A largely autobiographical account of an unhappy childhood, Sleep Has his House startled with its strangeness in 1948. Today it is one of Anna Kavan's most acclaimed books. A daring synthesis of memoir and surrealist experimentation, Sleep Has His House charts chrologically the stages of the subject's gradual withdrawal from all interest in and contact with the daylight world of received reality. Brief flashes of daily experience from childhood, adolescence and youth are described in what Kavan terms 'night-time language' - a heightened, decorative prose that frees these events from their gloomy associations. The vel suggests we have all spoken this dialect in childhood and in our dreams, but these thoughts can only be sharpened, or decoded by contemplation in the dark. Anna Kavan maintained that the plot of a book is only the point of departure, beyond which she tries to reveal that side of life which is never seen by the waking eye, but which dreams and drugs can suddenly illuminate. She spent the last ten years of her life literally and metaphorically shutting out the light; the startling discovery of Sleep Has His House is how much these night-time illuminations reveal her joy for the living world.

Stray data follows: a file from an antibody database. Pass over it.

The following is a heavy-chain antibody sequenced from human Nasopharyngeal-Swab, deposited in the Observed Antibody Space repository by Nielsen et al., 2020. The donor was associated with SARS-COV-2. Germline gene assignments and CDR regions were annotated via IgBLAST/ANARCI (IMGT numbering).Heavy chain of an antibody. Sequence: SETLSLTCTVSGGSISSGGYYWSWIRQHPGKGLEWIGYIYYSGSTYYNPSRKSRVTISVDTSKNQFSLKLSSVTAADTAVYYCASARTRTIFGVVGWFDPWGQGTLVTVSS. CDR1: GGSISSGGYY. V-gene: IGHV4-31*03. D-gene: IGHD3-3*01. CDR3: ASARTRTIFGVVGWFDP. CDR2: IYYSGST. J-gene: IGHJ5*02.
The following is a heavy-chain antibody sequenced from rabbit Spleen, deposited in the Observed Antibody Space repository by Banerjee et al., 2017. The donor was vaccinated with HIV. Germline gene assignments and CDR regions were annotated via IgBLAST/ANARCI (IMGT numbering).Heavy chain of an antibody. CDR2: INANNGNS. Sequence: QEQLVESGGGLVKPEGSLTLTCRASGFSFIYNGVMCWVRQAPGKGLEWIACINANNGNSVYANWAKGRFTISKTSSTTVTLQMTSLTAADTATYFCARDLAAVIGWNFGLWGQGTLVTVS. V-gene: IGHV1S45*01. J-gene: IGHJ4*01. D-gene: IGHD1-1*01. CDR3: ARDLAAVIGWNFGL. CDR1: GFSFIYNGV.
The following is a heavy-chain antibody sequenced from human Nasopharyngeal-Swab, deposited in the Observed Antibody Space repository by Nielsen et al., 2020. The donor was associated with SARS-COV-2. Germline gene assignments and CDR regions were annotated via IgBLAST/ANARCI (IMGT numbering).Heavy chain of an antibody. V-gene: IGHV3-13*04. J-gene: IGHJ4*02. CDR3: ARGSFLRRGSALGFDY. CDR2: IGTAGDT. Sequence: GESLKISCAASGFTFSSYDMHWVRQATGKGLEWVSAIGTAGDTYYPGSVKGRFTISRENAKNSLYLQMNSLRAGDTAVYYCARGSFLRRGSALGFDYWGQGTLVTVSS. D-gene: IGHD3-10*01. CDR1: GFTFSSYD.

Anna Kavan was one of the greatest unsung enigmas in 20th-century British literature. Born as Helen Ferguson, who had a fraught childhood and two failed marriages led her to change her name to that of one of her characters. Despite struggling with mental illness and heroin addiction for most of her life, she was still able to write fiction that was as powerful and memorable as any English female writer of the last 150 years.